So, in short, the phone company has every right to voluntarily give out your information. They also have a right to voluntarily withhold that information.

Re:Summary left out one detail... (1)

conspirator57 (1123519) | more than 3 years ago | (#35186956)

This was actually the crux of several of the EFF supported lawsuits that got consolidated into Hepting v. ATT. Several state communication commissions were trying to investigate and enforce state laws against the phone company voluntarily giving records or phone data to *any* entity. It just happened that the entity in question was the federal government. It's one of the few times that Missouri has been on the forefront of advocating civil liberties. And they got no credit. And of course, the FCC was of no help due to their boss. Again, too much power concentrated in one place. We need more checks and balances.

http://findarticles.com/p/articles/mi_qn4181/is_20060731/ai_n16652712/ [findarticles.com]

The Obama administration IS a terrorist group (0)

redkcir (1431605) | more than 3 years ago | (#35186614)

The Obama administration is comprised of far left group members that harbors and caters to terrorist groups. Is it any surprise that it would want to have unfettered access to the phone and any other information of it's enemies? Are they any different than the far right in wanting the same intelligence? That's what happens when you have a government that is for the governments interest ahead of the people it is supposed to represent. Any politician that serves one party isn't serving you.

in practice (1)

arisvega (1414195) | more than 3 years ago | (#35186634)

Is it really that different? Any data as to how many times the FBI (or similar) is denied a 4th (or Nth) amendment-breaching request?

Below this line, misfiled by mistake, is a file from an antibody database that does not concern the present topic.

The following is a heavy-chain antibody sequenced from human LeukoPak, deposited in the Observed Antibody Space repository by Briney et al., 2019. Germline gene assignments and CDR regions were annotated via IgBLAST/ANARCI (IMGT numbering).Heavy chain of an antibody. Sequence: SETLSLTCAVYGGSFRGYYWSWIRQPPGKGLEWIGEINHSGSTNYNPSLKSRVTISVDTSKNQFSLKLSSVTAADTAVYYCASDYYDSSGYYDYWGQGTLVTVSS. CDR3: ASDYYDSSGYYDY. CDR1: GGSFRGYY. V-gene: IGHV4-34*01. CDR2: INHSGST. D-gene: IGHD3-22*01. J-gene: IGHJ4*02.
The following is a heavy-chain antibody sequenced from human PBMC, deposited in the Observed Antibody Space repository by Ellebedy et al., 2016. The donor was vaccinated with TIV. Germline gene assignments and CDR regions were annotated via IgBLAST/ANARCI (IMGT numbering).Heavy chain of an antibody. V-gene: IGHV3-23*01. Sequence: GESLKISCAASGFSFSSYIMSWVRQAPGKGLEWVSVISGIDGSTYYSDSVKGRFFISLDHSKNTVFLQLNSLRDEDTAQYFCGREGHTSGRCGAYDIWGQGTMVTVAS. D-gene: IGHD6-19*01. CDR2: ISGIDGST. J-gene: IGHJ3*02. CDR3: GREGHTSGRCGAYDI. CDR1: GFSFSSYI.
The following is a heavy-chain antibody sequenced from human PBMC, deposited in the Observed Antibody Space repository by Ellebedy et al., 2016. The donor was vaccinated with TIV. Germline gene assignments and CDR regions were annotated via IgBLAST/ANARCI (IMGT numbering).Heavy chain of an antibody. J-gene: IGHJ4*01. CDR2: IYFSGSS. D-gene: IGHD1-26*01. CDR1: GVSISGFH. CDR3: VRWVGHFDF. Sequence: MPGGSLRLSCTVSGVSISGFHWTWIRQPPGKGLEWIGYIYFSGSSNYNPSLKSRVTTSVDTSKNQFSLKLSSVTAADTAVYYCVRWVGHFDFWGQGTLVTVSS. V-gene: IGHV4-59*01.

In practice, and given the "parallel" justice system that is being employed and growing in the USA, it seems like it is very simple to circumvent authority by invoking "enemy of the state" or "national security" arbitrarily. So why should it matter anyway?

Remember the good old days (2)

BlurryEyed (134070) | more than 3 years ago | (#35186648)

Remember the good old days when we could hate Bush for this pine for the days when a Democrat in office would save us?

(sigh, good times... good times...)

 

Blame Bush (1)

enormouspenis (741718) | more than 3 years ago | (#35186662)

but the fact is he actually required a FISA sign off to do this. At some point the Obamabots are going to wise up: The Nazis were a Left wing Socialist organization who hated non-State capitalists, gun rights, smoking, Christians and anyone not like them.

Do Not Want. (0)

Anonymous Coward | more than 3 years ago | (#35186664)

Do Not Want.

So they're taping my mom's calls? (3, Funny)

PolygamousRanchKid (1290638) | more than 3 years ago | (#35186684)

When she calls me in Europe from the US?

Mom: "Are you getting enough to eat?"

Me: "Yes, mom, I live Western Europe, not the Western Sahara."

Mom: "How's the weather over there?"

Me: "It's fine, mom."

Mom: "Are you getting enough to eat?"